Wednesday, November 16, 2011

Smoke gets in my... room?

CC license - David Hegarty 
For those of you unlucky enough to actually know me, you know that I am not a smoker, and I really am not partial to the smell of cigarette smoke.
When asked at a restaurant if I want smoking or non-smoking, I would invariably answer with "Non, VERY non" as I wish to taste my food and since a large part of taste is actually smell I want to have clean air to breathe and smell instead of smoke from someone's after dinner burner.

Since I travel a lot I get to spend a lot of time in hotels rooms under various circumstances.  a recent stay underscored the fact that many people, smokers and non-smokers alike, do not understand the ability of cigarette smoke to go where it is not welcome.

I had checked into the hotel over lunch and been assigned a room on the 3rd floor.  When I went to the room to drop off my luggage (and scan for bed bugs) I noticed that the hotel had recently sprayed something in the hallway to mask a scent.  Probably Fabreze or something of that sort.  If I had not been focused on getting back to the client site I might have taken a moment to ponder this observation, but I did not.

After working with the client for the day I headed back, dropped off my stuff, and headed out to dinner.  My nose tried to get my attention, but my stomach was just a bit louder and demanding at that moment so it was ignored again.  (Sometimes my brain really needs to learn to listen to the rest of me more.)  I had a wonderful repast and headed back to the room to start on my mid-term test for my online class.  As I stepped off the elevator I immediately noticed something off... I smelled cigarettes.  Only faintly, but I did smell it none the less. As I sat down to start my 90 minutes test, I found that the scent in my non-smoking room was becoming stronger by the minute.

"How could this be?", I wondered.  I was checked into a non-smoking room and thus should not be smelling cigarette smoke. My test was a timed test and I could not afford to take the time to deal with this situation, so I reached over to the control for the heater and cranked up the fan to blow fresh air on me while I tested (why do they always put the desk right next to the noisiest device in the room?) and went back to failing my test (for a intro course the material was far from intro).

After the test I decided to talk with the front desk and headed out to find out about moving rooms.  As I exited my room I ran smack dab into a cloud of cigarette smoke that I could have cut with a dull butter knife (why use one of my good ones on that stuff?) and stank to high heaven.

A quick review of the rooms on my floor turned up that about 66% were non-smoking, and the rest were smoking rooms, thus the reason for the cloud of smoke in the hallway.  I can just imagine what it would have looked like if one of the smoking rooms suddenly opened their door.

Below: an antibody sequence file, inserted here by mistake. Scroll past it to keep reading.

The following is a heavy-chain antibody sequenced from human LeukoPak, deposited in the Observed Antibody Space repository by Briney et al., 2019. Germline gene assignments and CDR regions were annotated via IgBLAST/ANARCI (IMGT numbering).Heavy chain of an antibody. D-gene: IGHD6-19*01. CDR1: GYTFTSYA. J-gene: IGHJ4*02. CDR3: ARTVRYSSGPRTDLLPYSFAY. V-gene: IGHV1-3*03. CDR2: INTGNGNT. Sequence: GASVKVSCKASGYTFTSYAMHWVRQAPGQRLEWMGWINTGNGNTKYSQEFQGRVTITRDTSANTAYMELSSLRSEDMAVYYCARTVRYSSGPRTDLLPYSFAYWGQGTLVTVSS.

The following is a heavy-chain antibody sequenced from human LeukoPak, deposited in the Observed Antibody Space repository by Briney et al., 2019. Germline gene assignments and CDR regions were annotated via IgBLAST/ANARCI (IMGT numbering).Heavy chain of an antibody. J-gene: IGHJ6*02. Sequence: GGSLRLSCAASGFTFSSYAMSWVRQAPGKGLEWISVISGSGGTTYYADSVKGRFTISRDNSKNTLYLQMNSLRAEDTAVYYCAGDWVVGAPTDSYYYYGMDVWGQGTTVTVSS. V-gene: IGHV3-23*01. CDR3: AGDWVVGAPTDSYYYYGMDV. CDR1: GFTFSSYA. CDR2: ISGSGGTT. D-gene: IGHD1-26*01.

A quick discussion with the front desk had me moving to a room on the second floor, and a revelation that they are in the process of converting all the rooms to non-smoking.  Surprising information to follow... the smoking rooms were not making them much money (they are the last to book) and they have to move people frequently because of the smoking.

My thoughts on all this?  Why do people insist on thinking that cigarette smoke is smart and knows not to cross over through the trellis that separates the smoking and non-smoking areas in a restaurant, or to stay on it's own end of the floor in a hotel?  Why do they assume that telling people to smoke outside is going to keep the smoke from coming in every time someone enters the facility, especially since thy put the smoking area right outside the door? Separation requires physical, impermeable, surfaces like a wall or a door to keep smoke from going through to the other side.

Did you know that the presence of a smoker in a house is a sure guarantee of the early demise of your computer?  That's right, your computer.  Years ago, when I was still working on hardware, we could always tell when a smoker was working at a computer because the scent would be stuck in the plastics, and if you opened the system you had to let it air out.  But unfortunately, computers are also incredible air filters.  If it is in the air,it will be in your computer.  Dust, dirt, bugs, and smoke all settle in there and form a very thick tar-like residue that kills your PC quicker than anything else.  We hated cleaning those computers, it was more work than any other cleaning project we had on a PC.

After that night I had to remind myself to always check if I am on the smoking floor, and too put in a note on my reservation that I do not wish to be on the same floor as smoking rooms.  If it were me, I would be sure to note on the room selection page of hotel sites when the rooms in question are on a smoking floor.

But then nobody asked me. ;)

--TT

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